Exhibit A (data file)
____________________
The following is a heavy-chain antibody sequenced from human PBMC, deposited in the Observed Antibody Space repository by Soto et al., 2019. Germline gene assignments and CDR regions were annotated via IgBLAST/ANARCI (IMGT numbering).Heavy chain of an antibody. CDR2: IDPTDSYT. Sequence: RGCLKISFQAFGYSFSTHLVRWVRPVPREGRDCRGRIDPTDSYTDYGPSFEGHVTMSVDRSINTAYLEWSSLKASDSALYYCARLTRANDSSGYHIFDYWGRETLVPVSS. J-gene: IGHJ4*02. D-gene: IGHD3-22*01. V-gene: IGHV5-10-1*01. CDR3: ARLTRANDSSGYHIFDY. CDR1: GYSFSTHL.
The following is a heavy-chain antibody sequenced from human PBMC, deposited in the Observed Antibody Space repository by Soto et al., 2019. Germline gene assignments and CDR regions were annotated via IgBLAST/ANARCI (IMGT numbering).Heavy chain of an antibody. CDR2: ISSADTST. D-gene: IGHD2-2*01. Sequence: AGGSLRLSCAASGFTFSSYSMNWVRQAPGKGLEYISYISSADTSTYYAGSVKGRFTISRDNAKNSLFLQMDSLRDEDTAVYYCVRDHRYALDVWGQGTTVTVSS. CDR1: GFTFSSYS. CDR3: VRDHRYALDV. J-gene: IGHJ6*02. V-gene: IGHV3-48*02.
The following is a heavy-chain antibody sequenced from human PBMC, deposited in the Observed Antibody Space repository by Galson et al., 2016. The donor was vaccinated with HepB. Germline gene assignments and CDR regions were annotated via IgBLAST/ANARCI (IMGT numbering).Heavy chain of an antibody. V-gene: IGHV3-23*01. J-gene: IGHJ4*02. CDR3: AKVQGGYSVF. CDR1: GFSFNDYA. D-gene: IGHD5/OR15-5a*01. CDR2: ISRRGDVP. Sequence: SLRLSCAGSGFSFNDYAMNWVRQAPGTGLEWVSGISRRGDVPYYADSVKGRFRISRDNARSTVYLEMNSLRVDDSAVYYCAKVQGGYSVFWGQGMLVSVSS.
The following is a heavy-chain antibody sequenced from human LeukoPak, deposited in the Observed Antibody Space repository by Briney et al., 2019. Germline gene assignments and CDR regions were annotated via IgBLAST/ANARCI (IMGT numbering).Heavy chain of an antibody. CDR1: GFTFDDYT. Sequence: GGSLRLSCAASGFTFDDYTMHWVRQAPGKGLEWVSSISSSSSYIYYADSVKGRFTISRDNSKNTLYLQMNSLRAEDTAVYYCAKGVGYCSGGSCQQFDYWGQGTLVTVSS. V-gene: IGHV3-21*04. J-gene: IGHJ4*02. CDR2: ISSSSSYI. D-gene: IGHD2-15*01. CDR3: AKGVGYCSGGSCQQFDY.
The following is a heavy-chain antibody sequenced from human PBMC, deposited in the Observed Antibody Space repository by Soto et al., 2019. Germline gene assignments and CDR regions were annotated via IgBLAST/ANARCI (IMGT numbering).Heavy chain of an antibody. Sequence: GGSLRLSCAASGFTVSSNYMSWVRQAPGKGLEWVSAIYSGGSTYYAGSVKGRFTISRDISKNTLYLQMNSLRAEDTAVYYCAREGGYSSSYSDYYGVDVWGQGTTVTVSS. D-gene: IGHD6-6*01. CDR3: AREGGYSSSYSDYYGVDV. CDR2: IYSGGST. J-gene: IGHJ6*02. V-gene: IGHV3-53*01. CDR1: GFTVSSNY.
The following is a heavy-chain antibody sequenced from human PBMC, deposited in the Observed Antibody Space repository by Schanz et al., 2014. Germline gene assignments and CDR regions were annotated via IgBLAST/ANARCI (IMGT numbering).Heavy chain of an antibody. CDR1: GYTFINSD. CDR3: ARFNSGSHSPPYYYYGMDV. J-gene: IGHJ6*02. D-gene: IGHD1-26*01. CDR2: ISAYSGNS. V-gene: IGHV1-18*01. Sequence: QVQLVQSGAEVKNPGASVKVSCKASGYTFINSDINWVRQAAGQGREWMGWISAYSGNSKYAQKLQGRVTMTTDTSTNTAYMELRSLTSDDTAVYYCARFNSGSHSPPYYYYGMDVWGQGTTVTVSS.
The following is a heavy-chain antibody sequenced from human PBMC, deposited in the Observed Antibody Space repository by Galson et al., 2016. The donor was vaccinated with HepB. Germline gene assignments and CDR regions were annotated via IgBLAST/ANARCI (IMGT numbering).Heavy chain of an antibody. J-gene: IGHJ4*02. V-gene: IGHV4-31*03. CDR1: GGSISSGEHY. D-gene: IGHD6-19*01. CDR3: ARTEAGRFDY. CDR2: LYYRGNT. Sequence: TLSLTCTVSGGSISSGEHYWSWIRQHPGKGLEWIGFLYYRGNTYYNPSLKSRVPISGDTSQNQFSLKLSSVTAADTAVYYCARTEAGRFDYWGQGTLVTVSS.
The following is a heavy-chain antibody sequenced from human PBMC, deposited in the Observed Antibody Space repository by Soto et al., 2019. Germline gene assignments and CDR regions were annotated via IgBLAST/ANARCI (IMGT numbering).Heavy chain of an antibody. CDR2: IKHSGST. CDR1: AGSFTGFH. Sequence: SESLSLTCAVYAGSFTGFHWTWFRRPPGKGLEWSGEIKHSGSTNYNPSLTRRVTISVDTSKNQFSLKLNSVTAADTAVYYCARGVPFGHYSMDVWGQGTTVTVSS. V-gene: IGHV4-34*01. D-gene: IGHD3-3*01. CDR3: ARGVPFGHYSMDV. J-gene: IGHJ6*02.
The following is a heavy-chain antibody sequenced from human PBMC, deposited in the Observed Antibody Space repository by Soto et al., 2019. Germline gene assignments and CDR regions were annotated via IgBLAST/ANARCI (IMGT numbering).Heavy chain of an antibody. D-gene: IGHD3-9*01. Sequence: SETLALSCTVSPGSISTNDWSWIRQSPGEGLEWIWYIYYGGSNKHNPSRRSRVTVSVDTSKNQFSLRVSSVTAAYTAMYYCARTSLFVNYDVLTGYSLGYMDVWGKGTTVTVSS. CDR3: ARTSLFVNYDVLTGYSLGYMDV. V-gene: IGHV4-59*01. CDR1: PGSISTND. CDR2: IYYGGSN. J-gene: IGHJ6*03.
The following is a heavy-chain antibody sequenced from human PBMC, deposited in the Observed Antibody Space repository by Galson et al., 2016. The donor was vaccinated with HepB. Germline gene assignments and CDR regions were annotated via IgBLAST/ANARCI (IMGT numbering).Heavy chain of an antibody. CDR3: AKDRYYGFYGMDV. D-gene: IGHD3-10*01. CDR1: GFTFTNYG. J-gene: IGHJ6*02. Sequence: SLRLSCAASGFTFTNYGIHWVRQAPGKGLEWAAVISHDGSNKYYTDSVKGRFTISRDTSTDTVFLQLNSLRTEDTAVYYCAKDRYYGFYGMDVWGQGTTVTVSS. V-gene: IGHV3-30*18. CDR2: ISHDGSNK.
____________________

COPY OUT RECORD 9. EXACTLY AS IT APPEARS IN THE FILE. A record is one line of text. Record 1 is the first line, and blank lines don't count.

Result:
The following is a heavy-chain antibody sequenced from human PBMC, deposited in the Observed Antibody Space repository by Soto et al., 2019. Germline gene assignments and CDR regions were annotated via IgBLAST/ANARCI (IMGT numbering).Heavy chain of an antibody. D-gene: IGHD3-9*01. Sequence: SETLALSCTVSPGSISTNDWSWIRQSPGEGLEWIWYIYYGGSNKHNPSRRSRVTVSVDTSKNQFSLRVSSVTAAYTAMYYCARTSLFVNYDVLTGYSLGYMDVWGKGTTVTVSS. CDR3: ARTSLFVNYDVLTGYSLGYMDV. V-gene: IGHV4-59*01. CDR1: PGSISTND. CDR2: IYYGGSN. J-gene: IGHJ6*03.